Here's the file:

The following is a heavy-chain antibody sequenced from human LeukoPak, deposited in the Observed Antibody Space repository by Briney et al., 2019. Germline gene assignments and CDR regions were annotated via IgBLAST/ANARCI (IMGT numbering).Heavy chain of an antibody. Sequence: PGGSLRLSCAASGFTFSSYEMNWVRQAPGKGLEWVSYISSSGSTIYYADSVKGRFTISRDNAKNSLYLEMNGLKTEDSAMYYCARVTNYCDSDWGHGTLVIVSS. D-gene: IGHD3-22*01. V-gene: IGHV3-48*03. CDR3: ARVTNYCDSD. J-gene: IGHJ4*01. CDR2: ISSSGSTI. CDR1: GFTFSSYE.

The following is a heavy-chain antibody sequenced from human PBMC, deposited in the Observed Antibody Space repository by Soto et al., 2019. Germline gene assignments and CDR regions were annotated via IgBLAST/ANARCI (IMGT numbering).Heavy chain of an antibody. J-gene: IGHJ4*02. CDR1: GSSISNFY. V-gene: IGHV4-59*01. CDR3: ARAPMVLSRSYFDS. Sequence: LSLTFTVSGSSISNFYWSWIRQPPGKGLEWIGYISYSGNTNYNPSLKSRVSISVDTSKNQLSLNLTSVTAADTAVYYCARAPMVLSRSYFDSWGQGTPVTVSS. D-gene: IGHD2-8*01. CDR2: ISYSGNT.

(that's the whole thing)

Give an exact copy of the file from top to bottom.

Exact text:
The following is a heavy-chain antibody sequenced from human LeukoPak, deposited in the Observed Antibody Space repository by Briney et al., 2019. Germline gene assignments and CDR regions were annotated via IgBLAST/ANARCI (IMGT numbering).Heavy chain of an antibody. Sequence: PGGSLRLSCAASGFTFSSYEMNWVRQAPGKGLEWVSYISSSGSTIYYADSVKGRFTISRDNAKNSLYLEMNGLKTEDSAMYYCARVTNYCDSDWGHGTLVIVSS. D-gene: IGHD3-22*01. V-gene: IGHV3-48*03. CDR3: ARVTNYCDSD. J-gene: IGHJ4*01. CDR2: ISSSGSTI. CDR1: GFTFSSYE.

The following is a heavy-chain antibody sequenced from human PBMC, deposited in the Observed Antibody Space repository by Soto et al., 2019. Germline gene assignments and CDR regions were annotated via IgBLAST/ANARCI (IMGT numbering).Heavy chain of an antibody. J-gene: IGHJ4*02. CDR1: GSSISNFY. V-gene: IGHV4-59*01. CDR3: ARAPMVLSRSYFDS. Sequence: LSLTFTVSGSSISNFYWSWIRQPPGKGLEWIGYISYSGNTNYNPSLKSRVSISVDTSKNQLSLNLTSVTAADTAVYYCARAPMVLSRSYFDSWGQGTPVTVSS. D-gene: IGHD2-8*01. CDR2: ISYSGNT.